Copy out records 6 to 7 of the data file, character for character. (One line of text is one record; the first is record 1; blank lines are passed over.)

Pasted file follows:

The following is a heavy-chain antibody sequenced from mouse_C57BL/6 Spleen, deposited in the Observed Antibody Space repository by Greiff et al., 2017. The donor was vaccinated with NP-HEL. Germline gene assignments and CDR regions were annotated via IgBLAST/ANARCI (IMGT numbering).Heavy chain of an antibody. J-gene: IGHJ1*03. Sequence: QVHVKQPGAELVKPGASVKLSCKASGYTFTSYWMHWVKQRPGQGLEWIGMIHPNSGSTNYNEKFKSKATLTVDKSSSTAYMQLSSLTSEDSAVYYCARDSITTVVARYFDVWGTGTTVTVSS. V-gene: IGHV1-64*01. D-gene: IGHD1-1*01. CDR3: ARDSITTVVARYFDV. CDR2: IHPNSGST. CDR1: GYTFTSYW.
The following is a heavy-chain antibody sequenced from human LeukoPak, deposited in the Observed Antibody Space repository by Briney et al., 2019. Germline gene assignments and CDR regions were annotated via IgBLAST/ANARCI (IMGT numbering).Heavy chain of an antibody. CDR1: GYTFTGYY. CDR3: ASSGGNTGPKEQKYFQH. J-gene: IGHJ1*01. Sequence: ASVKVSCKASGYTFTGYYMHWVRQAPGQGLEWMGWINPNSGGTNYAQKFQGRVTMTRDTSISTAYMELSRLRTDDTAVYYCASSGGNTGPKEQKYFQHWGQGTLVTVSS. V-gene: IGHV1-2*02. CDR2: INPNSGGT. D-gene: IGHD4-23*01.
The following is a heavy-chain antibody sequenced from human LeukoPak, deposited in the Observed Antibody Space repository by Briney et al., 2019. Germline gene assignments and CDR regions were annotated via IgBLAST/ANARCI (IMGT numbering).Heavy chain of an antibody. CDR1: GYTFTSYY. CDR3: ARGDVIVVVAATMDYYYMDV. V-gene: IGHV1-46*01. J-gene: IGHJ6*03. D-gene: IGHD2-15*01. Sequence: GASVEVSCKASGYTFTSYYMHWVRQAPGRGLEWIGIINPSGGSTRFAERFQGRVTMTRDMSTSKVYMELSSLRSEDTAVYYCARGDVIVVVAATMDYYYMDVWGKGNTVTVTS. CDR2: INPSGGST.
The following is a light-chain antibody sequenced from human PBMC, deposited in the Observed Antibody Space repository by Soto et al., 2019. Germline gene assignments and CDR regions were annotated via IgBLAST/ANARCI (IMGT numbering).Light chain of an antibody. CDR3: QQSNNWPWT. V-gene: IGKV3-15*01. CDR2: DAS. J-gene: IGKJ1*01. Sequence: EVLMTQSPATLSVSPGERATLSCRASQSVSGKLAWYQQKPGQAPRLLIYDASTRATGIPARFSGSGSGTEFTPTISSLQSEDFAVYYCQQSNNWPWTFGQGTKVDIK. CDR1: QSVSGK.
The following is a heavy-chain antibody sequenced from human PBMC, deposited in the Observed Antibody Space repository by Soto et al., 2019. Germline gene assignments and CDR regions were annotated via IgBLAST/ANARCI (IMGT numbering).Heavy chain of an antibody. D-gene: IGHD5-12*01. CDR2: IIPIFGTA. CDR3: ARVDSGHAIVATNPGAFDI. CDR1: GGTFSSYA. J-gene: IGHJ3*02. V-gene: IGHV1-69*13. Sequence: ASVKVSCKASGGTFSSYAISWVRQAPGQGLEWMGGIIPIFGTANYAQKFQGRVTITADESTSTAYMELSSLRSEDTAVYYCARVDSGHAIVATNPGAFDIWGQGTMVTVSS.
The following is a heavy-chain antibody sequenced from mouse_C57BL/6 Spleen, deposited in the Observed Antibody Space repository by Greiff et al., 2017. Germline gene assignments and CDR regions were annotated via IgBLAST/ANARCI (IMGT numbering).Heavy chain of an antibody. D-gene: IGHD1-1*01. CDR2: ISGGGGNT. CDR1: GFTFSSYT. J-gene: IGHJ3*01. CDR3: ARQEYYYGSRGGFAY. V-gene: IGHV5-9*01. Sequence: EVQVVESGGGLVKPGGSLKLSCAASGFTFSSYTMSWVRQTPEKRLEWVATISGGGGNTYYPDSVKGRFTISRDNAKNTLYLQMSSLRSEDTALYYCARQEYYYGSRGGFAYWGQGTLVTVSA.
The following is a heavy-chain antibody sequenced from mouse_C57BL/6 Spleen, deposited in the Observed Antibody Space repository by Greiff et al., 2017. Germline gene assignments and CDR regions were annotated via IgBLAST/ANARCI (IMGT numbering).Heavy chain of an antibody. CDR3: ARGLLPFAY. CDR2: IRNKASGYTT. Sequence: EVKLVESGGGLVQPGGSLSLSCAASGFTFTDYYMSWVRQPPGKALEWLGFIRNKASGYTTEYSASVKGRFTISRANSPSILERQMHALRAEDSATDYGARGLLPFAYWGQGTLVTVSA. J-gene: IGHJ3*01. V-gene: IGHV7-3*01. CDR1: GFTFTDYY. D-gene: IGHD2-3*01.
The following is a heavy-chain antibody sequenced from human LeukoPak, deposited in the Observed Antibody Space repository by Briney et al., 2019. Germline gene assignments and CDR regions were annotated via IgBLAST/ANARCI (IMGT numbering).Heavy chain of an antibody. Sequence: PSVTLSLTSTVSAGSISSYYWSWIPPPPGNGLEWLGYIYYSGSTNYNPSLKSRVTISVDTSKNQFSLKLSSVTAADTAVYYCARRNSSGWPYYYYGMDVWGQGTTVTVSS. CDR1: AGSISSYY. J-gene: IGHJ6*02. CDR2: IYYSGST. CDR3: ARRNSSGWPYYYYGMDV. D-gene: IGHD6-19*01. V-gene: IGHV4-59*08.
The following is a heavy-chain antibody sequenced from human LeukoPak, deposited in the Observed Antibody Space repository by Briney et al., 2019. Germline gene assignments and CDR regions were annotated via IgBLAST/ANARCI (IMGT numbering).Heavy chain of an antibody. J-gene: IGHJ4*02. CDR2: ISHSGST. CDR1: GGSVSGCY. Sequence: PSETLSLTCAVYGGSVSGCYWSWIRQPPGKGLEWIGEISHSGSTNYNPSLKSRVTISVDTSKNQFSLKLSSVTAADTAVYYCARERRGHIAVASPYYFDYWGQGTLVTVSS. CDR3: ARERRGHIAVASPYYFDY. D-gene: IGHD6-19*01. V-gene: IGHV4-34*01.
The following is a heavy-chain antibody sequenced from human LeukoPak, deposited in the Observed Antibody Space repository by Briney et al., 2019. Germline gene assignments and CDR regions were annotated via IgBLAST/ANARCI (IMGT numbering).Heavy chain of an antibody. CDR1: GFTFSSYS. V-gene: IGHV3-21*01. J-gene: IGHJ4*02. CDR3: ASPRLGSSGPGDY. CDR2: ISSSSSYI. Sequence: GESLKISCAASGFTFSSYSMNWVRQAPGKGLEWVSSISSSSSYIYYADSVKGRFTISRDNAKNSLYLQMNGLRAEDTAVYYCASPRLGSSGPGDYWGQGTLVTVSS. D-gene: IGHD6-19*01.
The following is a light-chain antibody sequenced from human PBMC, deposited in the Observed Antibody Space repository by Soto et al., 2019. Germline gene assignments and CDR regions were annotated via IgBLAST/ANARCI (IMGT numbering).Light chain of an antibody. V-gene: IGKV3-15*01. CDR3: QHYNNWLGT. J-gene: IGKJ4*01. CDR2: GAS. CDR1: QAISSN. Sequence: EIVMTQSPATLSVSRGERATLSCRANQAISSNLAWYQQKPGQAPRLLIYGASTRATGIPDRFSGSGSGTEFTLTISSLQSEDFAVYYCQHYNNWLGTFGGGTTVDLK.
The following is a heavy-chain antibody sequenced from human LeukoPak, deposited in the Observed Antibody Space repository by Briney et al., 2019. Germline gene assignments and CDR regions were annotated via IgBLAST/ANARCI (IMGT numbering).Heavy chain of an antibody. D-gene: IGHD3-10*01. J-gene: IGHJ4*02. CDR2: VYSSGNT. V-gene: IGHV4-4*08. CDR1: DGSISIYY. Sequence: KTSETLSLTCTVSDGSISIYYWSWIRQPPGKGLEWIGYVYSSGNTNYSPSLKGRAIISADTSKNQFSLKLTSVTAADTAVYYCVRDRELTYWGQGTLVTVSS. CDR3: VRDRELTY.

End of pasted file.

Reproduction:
The following is a heavy-chain antibody sequenced from mouse_C57BL/6 Spleen, deposited in the Observed Antibody Space repository by Greiff et al., 2017. Germline gene assignments and CDR regions were annotated via IgBLAST/ANARCI (IMGT numbering).Heavy chain of an antibody. D-gene: IGHD1-1*01. CDR2: ISGGGGNT. CDR1: GFTFSSYT. J-gene: IGHJ3*01. CDR3: ARQEYYYGSRGGFAY. V-gene: IGHV5-9*01. Sequence: EVQVVESGGGLVKPGGSLKLSCAASGFTFSSYTMSWVRQTPEKRLEWVATISGGGGNTYYPDSVKGRFTISRDNAKNTLYLQMSSLRSEDTALYYCARQEYYYGSRGGFAYWGQGTLVTVSA.
The following is a heavy-chain antibody sequenced from mouse_C57BL/6 Spleen, deposited in the Observed Antibody Space repository by Greiff et al., 2017. Germline gene assignments and CDR regions were annotated via IgBLAST/ANARCI (IMGT numbering).Heavy chain of an antibody. CDR3: ARGLLPFAY. CDR2: IRNKASGYTT. Sequence: EVKLVESGGGLVQPGGSLSLSCAASGFTFTDYYMSWVRQPPGKALEWLGFIRNKASGYTTEYSASVKGRFTISRANSPSILERQMHALRAEDSATDYGARGLLPFAYWGQGTLVTVSA. J-gene: IGHJ3*01. V-gene: IGHV7-3*01. CDR1: GFTFTDYY. D-gene: IGHD2-3*01.